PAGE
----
SC Lawyers Want Laws To Control Population, But… By Mukesh Jhangiani

                                                                                                                                                      December 14, 2004

SC Lawyers Want Laws To Control Population, But…

By Mukesh Jhangiani
United News of India

New Delhi, Dec 14 (UNI) Citing suicides in Andhra Pradesh and child selling in Orissa as signs of families having more members than they can care for, Supreme Court lawyers have called for new laws to control population explosion.

The occasion was a seminar last week at which lawmakers came under fire for their failure to respond to the ”needs” of public interest and for pursuing a policy of voter ”appeasement.”
Participants expressed shock at the authorities having ”second thoughts” on barring politicians with more than two children from contesting elections to Parliament and Legislative Assemblies.
The move to withdraw the 79th Constitutional Amendment Bill, which was introduced in 1992 and pending in the Rajya Sabha, came last month amid concerns of coercion.
The Bill barring people having more than two children from contesting any election from Panchayat to Parliament sought to amend Articles 102 and 191 on disqualifications of persons for being chosen as members of Parliament and State legislatures.
Lawyers at the seminar said there was nothing coercive in applying restrictions prospectively– a year after enacting– as it lets a candidate choose between a third child or a shot at office.
They hailed an apex court judgement in Javed Vs State of Haryana upholding a law disqualifying those with more than two children from contesting Panchayat elections.
Several States such as Haryana, Rajasthan, Andhra Pradesh, Madhya Pradesh and Orissa have already embraced the two-child norm for their Panchayat polls.
Supreme Court Judge B N Srikrishna, speaking at the seminar, called it ”immoral” for a couple to give birth to a child they cannot look after.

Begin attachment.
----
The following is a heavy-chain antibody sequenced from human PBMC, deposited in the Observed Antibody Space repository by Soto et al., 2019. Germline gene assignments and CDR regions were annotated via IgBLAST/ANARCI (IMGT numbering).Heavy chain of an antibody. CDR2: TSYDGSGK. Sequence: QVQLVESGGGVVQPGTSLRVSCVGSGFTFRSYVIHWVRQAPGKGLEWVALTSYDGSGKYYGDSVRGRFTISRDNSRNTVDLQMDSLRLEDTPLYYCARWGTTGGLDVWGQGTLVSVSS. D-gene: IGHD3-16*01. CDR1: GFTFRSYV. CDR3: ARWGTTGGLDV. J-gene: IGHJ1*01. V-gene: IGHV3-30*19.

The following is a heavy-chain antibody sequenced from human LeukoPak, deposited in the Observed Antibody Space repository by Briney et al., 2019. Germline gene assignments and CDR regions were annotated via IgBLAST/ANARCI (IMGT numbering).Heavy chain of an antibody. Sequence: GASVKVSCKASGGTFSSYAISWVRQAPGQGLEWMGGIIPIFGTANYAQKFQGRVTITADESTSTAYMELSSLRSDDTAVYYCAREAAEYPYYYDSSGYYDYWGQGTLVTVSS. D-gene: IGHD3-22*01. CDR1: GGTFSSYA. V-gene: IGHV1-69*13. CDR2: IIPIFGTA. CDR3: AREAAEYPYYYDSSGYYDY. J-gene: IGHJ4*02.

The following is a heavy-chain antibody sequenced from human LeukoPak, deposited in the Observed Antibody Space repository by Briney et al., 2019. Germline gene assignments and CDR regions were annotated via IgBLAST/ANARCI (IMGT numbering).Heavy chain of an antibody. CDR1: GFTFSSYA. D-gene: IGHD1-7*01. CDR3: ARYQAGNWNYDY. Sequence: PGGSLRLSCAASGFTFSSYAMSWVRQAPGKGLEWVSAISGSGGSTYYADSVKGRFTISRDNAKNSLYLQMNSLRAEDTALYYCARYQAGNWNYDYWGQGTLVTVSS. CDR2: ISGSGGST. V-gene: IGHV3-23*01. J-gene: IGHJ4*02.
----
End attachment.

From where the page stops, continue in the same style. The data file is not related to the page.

Organisers estimate India’s current population at some 1,100 million. They say it grew by 190 million in the last decade and is expected to grow by 200 million more in the next decade.
The participants included former Gujarat High Court Judge A S Qureshi, former Law Minister and senior advocate Shanti Bhushan and SC Bar Association President P H Parekh.
Mr Bhushan, Law Minister in the Janata government that swept to office in 1977 on a wave against forced sterilisations and other emergency excesses, complained that Indian leaders are guided only by how their actions affect vote banks.
Mr Qureshi bemoaned the absence of a coherent population policy and observed that in 57 years of independence India had produced more mouths to feed ”than the grain we have.”
He decried attempts to sow confusion through ”propaganda” that ”certain communities” are trying to increase their numbers.
He and other speakers recounted population control efforts being made in Islamic nations, such as Iran, Bangladesh and Pakistan.
In India, ”there is practically no policy of family planning,” said Ravi Prakash Gupta, an advocate who petitioned Delhi High Court in August to set a one-child-per-family norm and apply ”negative sanctions” against couples which produce more than two children.